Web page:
From where this midwesterner sits in Saint Johns, MI, the entire event could be construed as an early rendition of "Sadie Hawkins" day. Either way, the actual dancing was never part of the Temple ministry nor service ritual and no references can be traced to the Book of Leviticus where God institutes liturgical worship.


Rev. Thomas C. Messer, SSP said...


Yeah, ironic. And, scary. I'm sure liturgical dancing is seen as a legit theological expression to those who teach on the theme theologian as dramatist. But, where did such teachers learn this stuff, that's the question. The answer, I'm sure, would reveal much!

Exactly! If people want to dance, perform, entertain, and so forth, have at it - just don't do it in the Lord's House during Divine Service. That's the point, and I, for one, believe that it is made vividly clear throughout Holy Scripture.

RobbieFish said...

Does documentation that something was practiced, somewhere in catholic Christianity, up to the 5th century count as a theological rationale? I, for one, doubt it.

Rev. Thomas C. Messer, SSP said...

Robbie F,

No, that documentation would not count as a theological rationale. The point is that no such documentation exists, at least, not to my knowledge. But, even if it did, we would still have the obligation to test the practice against the theology of worship we believe, teach, confess, and practice as Lutherans. I cannot see how it could possibly pass that test, and the burden is on those who defend the practice to do so theologically, which, as I mention in the post, they continually fail to do.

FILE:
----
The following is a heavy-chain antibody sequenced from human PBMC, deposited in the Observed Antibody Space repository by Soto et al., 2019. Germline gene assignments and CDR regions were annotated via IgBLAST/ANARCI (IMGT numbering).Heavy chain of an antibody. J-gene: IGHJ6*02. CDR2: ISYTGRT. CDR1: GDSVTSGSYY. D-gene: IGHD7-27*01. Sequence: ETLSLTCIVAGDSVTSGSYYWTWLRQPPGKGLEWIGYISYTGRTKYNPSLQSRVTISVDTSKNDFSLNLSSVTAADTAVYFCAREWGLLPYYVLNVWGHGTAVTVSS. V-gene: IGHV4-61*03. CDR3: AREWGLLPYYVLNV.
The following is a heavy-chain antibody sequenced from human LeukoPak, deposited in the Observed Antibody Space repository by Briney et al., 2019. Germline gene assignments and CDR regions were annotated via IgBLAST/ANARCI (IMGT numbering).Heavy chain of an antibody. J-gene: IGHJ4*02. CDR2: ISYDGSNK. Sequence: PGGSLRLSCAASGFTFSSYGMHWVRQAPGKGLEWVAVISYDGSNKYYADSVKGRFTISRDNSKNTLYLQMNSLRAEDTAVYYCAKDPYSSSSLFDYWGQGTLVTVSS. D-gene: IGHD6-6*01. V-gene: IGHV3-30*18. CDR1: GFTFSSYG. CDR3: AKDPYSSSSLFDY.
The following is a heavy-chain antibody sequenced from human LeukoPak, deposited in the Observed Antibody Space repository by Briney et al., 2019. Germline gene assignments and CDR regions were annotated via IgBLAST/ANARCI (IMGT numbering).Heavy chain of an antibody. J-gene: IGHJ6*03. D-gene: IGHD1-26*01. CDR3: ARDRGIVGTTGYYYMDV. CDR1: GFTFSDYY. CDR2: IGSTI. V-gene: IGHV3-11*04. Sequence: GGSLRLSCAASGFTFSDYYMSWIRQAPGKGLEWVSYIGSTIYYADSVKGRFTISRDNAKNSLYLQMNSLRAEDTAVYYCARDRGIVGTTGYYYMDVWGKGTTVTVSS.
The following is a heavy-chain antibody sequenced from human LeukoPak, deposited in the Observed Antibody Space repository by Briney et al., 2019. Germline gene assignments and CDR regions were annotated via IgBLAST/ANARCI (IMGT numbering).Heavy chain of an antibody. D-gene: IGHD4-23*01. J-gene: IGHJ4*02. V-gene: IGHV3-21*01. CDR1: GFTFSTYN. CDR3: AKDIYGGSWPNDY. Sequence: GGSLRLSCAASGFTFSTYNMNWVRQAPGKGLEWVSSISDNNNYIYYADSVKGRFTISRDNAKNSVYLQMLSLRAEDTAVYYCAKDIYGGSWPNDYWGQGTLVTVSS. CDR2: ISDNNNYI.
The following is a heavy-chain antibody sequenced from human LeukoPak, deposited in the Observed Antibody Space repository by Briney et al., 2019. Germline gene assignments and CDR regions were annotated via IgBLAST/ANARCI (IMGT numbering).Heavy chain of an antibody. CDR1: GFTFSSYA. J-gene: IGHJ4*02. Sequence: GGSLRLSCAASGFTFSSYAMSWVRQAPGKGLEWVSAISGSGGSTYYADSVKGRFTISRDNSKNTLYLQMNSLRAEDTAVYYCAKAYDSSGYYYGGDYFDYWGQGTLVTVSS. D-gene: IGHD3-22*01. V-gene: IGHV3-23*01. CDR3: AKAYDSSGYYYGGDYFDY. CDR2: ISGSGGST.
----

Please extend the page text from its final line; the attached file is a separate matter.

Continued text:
The truth is that this is just another innovative Protestant practice that some Lutherans picked up without a) seriously testing it against our theology of worship, b) examining the historical precedent upon which it is supposedly based, and c) considering the effect the adoption of this practice would have on the broader fellowship to which they belong.

Scott Diekmann said...

My sister is an artist. I remember looking at art with her one day, and she commented that she had no idea what it was that the artist was trying to "say" in the piece in question. I get the same feeling from liturgical dance. What exactly is it saying? Is it an appeal to my emotions, or if not, I guess I need a little plaque affixed to the dance to explain what it means. In other words, liturgical dance is completely subjective, and ultimately isn't a Word of God that comes to us from outside of us, but instead a response conjured up in our own imaginations.

"That which was from the beginning, which we have heard, which we have seen with our eyes, which we have looked at and our hands have touched--this we proclaim concerning the Word of life. The life appeared; we have seen it and testify to it, and we proclaim to you the eternal life, which was with the Father and has appeared to us. We proclaim to you what we have seen and heard, so that you also may have fellowship with us. And our fellowship is with the Father and with his Son, Jesus Christ. We write this to make our joy complete."
1 John 1:1-4 NIV